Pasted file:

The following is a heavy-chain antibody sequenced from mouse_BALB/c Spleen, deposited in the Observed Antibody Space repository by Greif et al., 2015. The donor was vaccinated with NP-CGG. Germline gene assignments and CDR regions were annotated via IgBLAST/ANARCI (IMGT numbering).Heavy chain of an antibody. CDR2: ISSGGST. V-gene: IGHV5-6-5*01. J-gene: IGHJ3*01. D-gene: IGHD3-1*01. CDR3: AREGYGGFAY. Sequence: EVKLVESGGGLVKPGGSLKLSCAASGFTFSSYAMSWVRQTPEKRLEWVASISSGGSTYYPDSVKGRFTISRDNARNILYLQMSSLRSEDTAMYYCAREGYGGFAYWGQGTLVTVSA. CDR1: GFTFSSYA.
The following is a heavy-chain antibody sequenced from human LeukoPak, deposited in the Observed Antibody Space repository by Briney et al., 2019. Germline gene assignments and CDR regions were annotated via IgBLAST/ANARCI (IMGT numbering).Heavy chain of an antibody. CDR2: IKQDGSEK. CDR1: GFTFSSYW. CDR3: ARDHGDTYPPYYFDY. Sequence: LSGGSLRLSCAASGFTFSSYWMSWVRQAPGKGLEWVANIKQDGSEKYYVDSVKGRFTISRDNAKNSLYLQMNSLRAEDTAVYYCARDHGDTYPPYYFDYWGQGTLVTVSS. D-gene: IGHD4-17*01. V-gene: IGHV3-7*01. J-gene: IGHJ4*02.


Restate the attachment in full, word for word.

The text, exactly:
The following is a heavy-chain antibody sequenced from mouse_BALB/c Spleen, deposited in the Observed Antibody Space repository by Greif et al., 2015. The donor was vaccinated with NP-CGG. Germline gene assignments and CDR regions were annotated via IgBLAST/ANARCI (IMGT numbering).Heavy chain of an antibody. CDR2: ISSGGST. V-gene: IGHV5-6-5*01. J-gene: IGHJ3*01. D-gene: IGHD3-1*01. CDR3: AREGYGGFAY. Sequence: EVKLVESGGGLVKPGGSLKLSCAASGFTFSSYAMSWVRQTPEKRLEWVASISSGGSTYYPDSVKGRFTISRDNARNILYLQMSSLRSEDTAMYYCAREGYGGFAYWGQGTLVTVSA. CDR1: GFTFSSYA.
The following is a heavy-chain antibody sequenced from human LeukoPak, deposited in the Observed Antibody Space repository by Briney et al., 2019. Germline gene assignments and CDR regions were annotated via IgBLAST/ANARCI (IMGT numbering).Heavy chain of an antibody. CDR2: IKQDGSEK. CDR1: GFTFSSYW. CDR3: ARDHGDTYPPYYFDY. Sequence: LSGGSLRLSCAASGFTFSSYWMSWVRQAPGKGLEWVANIKQDGSEKYYVDSVKGRFTISRDNAKNSLYLQMNSLRAEDTAVYYCARDHGDTYPPYYFDYWGQGTLVTVSS. D-gene: IGHD4-17*01. V-gene: IGHV3-7*01. J-gene: IGHJ4*02.